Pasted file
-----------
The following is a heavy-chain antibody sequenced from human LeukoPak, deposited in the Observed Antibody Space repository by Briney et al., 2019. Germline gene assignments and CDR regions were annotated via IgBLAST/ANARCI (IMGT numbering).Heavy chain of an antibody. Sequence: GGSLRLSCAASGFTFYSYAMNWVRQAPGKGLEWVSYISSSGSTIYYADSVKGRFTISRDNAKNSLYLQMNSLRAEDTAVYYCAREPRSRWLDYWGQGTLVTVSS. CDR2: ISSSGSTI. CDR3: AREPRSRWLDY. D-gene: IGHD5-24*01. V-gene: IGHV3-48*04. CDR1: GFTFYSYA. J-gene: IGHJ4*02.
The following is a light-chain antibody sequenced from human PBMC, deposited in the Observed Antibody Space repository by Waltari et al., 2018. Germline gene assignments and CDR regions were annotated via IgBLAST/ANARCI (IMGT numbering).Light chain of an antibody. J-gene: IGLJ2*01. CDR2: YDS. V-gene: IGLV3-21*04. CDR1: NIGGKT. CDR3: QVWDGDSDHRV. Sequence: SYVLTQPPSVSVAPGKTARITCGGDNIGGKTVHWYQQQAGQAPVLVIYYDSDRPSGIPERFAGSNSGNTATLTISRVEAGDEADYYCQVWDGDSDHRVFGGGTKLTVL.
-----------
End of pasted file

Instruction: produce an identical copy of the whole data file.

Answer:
The following is a heavy-chain antibody sequenced from human LeukoPak, deposited in the Observed Antibody Space repository by Briney et al., 2019. Germline gene assignments and CDR regions were annotated via IgBLAST/ANARCI (IMGT numbering).Heavy chain of an antibody. Sequence: GGSLRLSCAASGFTFYSYAMNWVRQAPGKGLEWVSYISSSGSTIYYADSVKGRFTISRDNAKNSLYLQMNSLRAEDTAVYYCAREPRSRWLDYWGQGTLVTVSS. CDR2: ISSSGSTI. CDR3: AREPRSRWLDY. D-gene: IGHD5-24*01. V-gene: IGHV3-48*04. CDR1: GFTFYSYA. J-gene: IGHJ4*02.
The following is a light-chain antibody sequenced from human PBMC, deposited in the Observed Antibody Space repository by Waltari et al., 2018. Germline gene assignments and CDR regions were annotated via IgBLAST/ANARCI (IMGT numbering).Light chain of an antibody. J-gene: IGLJ2*01. CDR2: YDS. V-gene: IGLV3-21*04. CDR1: NIGGKT. CDR3: QVWDGDSDHRV. Sequence: SYVLTQPPSVSVAPGKTARITCGGDNIGGKTVHWYQQQAGQAPVLVIYYDSDRPSGIPERFAGSNSGNTATLTISRVEAGDEADYYCQVWDGDSDHRVFGGGTKLTVL.